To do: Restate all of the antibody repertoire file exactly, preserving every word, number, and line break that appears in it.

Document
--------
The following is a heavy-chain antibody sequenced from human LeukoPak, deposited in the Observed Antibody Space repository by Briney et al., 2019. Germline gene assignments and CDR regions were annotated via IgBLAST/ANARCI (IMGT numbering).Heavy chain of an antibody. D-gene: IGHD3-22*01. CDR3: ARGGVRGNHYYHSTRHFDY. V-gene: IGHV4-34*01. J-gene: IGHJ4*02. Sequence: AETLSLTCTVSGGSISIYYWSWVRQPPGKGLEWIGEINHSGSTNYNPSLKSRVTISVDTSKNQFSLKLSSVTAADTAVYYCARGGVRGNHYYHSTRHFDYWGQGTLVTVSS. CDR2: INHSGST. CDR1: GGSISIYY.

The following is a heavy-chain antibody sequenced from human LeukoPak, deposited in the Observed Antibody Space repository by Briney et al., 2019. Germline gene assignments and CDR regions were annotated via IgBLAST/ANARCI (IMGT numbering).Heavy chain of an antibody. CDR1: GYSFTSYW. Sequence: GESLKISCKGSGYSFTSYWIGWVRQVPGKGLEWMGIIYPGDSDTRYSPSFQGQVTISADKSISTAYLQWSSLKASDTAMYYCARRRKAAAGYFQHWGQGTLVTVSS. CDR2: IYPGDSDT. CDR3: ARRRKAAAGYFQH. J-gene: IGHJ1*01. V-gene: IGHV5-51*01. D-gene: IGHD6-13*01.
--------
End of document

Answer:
The following is a heavy-chain antibody sequenced from human LeukoPak, deposited in the Observed Antibody Space repository by Briney et al., 2019. Germline gene assignments and CDR regions were annotated via IgBLAST/ANARCI (IMGT numbering).Heavy chain of an antibody. D-gene: IGHD3-22*01. CDR3: ARGGVRGNHYYHSTRHFDY. V-gene: IGHV4-34*01. J-gene: IGHJ4*02. Sequence: AETLSLTCTVSGGSISIYYWSWVRQPPGKGLEWIGEINHSGSTNYNPSLKSRVTISVDTSKNQFSLKLSSVTAADTAVYYCARGGVRGNHYYHSTRHFDYWGQGTLVTVSS. CDR2: INHSGST. CDR1: GGSISIYY.

The following is a heavy-chain antibody sequenced from human LeukoPak, deposited in the Observed Antibody Space repository by Briney et al., 2019. Germline gene assignments and CDR regions were annotated via IgBLAST/ANARCI (IMGT numbering).Heavy chain of an antibody. CDR1: GYSFTSYW. Sequence: GESLKISCKGSGYSFTSYWIGWVRQVPGKGLEWMGIIYPGDSDTRYSPSFQGQVTISADKSISTAYLQWSSLKASDTAMYYCARRRKAAAGYFQHWGQGTLVTVSS. CDR2: IYPGDSDT. CDR3: ARRRKAAAGYFQH. J-gene: IGHJ1*01. V-gene: IGHV5-51*01. D-gene: IGHD6-13*01.